On January 20th, the 45th President of the United States will be sworn into office. Over the years, I’ve been privileged to attend a number of these grand ceremonies, from the swearing-in of Congressman Ray LaHood in 1995, to the inauguration of George W. Bush in 2001, to President Obama’s State of the Union in 2012. Two of my children have interned in Washington DC, and I’ve returned often to visit.
That firsthand perspective is exciting… but the real work of elected officials? Tireless. Tedious. Thankless. This is the unromantic side of politics. One’s patience is tested; civility and decency are often nowhere to be found.
Meanwhile, somewhere along the way, a majority of Americans lost confidence in their government and other social institutions. Just nine percent of respondents in a recent Gallup poll expressed great confidence in Congress. The Presidency and Supreme Court didn’t fare well either, at 36 percent each. And this trend extends well beyond government—from the media and the church to big business and the criminal justice system.
The latest census numbers portray an Illinois in decline—one of just two states to lose residents since 2010—including a loss of more than 37,500 in the last year alone. And with Chicago’s population again on the rise, downstate has been hit particularly hard.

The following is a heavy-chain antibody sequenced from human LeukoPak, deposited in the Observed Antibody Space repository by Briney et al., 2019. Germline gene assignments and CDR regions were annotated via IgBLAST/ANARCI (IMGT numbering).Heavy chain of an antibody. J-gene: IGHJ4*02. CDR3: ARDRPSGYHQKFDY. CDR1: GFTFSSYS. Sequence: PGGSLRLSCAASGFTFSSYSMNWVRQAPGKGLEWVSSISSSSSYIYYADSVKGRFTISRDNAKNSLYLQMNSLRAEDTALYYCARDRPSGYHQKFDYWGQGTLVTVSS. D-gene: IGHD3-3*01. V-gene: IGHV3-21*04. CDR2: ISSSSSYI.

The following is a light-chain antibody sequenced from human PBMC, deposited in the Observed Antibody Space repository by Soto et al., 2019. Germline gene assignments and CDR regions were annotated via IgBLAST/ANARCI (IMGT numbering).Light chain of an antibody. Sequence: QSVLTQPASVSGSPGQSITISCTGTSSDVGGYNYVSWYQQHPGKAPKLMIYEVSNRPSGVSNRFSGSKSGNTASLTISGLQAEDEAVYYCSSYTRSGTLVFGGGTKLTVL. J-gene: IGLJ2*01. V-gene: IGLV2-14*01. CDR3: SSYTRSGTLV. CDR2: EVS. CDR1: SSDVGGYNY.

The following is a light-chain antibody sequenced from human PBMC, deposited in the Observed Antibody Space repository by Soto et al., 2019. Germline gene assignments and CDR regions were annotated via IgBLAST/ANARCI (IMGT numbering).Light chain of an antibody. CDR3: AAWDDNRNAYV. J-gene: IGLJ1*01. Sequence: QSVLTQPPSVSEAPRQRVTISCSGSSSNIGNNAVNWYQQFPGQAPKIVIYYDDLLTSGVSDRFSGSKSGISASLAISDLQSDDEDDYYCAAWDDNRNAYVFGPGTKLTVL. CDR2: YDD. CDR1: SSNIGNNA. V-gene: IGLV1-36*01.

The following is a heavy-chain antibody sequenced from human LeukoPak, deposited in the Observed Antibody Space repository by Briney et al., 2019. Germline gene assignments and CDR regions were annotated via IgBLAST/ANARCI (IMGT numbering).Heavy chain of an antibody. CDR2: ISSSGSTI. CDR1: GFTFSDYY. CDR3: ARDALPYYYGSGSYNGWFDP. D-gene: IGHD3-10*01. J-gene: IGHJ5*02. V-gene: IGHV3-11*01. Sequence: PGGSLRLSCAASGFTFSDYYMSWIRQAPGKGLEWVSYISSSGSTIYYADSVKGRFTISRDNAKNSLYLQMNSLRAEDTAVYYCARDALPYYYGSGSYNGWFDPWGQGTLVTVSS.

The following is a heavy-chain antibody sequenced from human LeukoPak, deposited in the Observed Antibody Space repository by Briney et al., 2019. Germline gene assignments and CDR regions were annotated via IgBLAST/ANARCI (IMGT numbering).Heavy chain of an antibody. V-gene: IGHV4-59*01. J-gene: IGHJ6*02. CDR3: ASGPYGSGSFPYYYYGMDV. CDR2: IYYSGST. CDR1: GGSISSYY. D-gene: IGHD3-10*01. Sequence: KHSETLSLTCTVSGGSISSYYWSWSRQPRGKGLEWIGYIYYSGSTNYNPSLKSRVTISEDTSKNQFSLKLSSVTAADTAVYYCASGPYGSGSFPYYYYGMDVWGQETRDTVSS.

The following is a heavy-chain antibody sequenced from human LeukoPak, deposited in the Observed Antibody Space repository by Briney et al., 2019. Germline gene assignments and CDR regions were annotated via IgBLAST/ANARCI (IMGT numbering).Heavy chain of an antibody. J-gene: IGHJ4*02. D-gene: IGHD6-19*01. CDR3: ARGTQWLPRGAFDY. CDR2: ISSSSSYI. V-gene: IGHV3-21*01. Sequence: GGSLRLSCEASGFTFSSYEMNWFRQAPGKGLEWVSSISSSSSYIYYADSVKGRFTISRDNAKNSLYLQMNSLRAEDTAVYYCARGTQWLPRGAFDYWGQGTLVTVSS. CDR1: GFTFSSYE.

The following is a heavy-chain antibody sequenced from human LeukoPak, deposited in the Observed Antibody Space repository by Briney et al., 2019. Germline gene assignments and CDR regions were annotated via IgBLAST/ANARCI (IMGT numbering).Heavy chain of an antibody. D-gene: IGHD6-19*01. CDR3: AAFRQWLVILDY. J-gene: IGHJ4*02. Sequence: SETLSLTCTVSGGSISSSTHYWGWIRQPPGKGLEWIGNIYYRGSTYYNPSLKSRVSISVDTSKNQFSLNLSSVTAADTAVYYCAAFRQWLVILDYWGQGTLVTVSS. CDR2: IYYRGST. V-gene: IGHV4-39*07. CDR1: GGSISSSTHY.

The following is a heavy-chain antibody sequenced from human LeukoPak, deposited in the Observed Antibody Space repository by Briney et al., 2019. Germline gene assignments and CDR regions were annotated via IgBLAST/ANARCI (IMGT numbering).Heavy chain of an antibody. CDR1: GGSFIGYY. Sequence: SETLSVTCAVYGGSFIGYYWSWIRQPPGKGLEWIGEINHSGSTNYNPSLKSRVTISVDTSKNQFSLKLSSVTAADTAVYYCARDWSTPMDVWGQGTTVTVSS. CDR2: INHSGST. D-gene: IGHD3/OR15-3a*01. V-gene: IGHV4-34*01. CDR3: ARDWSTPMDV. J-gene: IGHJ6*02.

Everywhere you look, there appears to be a crisis. People are divided. Uncertainty is pervasive. Nonetheless, we turn to our elected officials for leadership. It’s not easy to run for office, and governing is even harder. Good governance has always been about compromise—something we’ve seen too little of in Springfield and Washington lately.
The answers would seem to be right under our noses. From Lincoln to Dirksen to Michel to LaHood, our region has a long history of producing outstanding public servants. Recognizing this legacy, the Institute for Principled Leadership in Public Service at Bradley University promotes a return to statesmanship at all levels of government—a bipartisan approach to solving America’s most pressing problems.
It’s easy to mock such an approach in this hyper-partisan age, but the status quo is really not tenable for long. If we are to rebuild confidence in our nation’s institutions, our elected officials have quite a task ahead of them.
With the New Year before us, I hope we can all do our parts to make a difference in our own spheres of influence. Collectively, we can make an impact, and we have a responsibility—to our country and to our community—to do so. iBi